Inflation surged to 5.1% last month, hitting a fresh decade high as the cost of living squeeze on households intensified.
The consumer prices index (CPI) measure of inflation in November was up from 4.2% in October and well ahead of expectations that it would hit 4.7%. It has not been higher since September 2011.
It comes a day ahead of the Bank of England’s latest decision on whether to hike interest rates, with officials under pressure to act to curb spiralling prices but reluctant to jeopardise the already stuttering economic recovery.
The figures from the Office for National Statistics (ONS) crystallise some of the pressure facing households as the UK heads into another COVID-afflicted festive period and Boris Johnson’s government weathers a political battering.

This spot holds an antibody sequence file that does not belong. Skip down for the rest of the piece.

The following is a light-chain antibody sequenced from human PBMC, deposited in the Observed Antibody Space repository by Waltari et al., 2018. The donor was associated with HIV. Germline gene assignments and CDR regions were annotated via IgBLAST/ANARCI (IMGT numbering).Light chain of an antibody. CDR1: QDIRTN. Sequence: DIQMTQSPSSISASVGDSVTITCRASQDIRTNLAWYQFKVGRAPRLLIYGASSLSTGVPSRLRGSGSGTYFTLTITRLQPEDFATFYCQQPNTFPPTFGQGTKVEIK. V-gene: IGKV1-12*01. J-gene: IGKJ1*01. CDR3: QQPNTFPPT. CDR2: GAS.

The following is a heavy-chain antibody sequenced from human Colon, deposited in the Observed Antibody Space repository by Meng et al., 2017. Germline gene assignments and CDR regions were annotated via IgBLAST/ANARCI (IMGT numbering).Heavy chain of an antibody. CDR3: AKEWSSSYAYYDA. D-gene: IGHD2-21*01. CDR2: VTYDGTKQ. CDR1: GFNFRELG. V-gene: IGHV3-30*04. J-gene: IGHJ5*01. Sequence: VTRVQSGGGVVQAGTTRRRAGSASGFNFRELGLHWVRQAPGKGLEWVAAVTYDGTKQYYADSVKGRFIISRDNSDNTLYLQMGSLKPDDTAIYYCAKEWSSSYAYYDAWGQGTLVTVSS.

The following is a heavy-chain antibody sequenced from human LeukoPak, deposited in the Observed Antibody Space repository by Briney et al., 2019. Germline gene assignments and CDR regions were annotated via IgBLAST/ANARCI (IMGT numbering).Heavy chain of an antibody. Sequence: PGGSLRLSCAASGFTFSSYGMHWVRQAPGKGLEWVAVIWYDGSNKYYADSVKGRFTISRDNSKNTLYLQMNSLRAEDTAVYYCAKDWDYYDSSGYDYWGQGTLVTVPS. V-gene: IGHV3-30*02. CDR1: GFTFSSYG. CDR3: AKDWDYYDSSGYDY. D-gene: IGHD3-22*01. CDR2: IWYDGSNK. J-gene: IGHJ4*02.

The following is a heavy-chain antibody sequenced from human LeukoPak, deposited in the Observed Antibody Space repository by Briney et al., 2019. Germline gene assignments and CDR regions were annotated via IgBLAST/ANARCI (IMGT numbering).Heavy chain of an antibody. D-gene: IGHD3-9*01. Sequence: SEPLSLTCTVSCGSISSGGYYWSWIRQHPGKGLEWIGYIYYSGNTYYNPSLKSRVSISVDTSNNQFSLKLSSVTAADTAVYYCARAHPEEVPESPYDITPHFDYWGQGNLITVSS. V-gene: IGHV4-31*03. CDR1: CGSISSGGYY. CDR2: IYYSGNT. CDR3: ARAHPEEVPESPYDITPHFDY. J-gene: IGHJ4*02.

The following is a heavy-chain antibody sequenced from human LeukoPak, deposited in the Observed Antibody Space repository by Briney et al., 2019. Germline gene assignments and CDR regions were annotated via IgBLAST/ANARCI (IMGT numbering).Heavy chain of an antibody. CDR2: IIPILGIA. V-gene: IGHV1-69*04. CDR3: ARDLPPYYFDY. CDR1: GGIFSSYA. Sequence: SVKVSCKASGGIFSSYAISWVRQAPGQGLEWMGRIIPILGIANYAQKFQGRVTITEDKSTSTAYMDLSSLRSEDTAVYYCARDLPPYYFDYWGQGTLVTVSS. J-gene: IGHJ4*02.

Experts had expected inflation to head north of 5% – but not until next spring.
ONS chief economist Grant Fitzner said: “A wide range of price rises contributed to another steep rise in inflation, which now stands at its highest rate for over a decade.”
The data pointed to increases across a broad range of categories including fuel – which hit a record high in November – as well as fashion, food and second-hand cars.
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Meanwhile, the costs of goods produced by factories and the price of raw materials – factors likely to put further pressure on consumer prices in the months ahead – are also surging, hitting the highest rate for at least 12 years, the ONS said.
Chancellor Rishi Sunak said: “We know how challenging rising inflation can be for families and households which is why we’re spending £4.2bn to support living standards and provide targeted measures for the most vulnerable over the winter months.
“With a resurgence of the virus, the most important thing we can do to safeguard the economic recovery is for everyone to get boosted now.”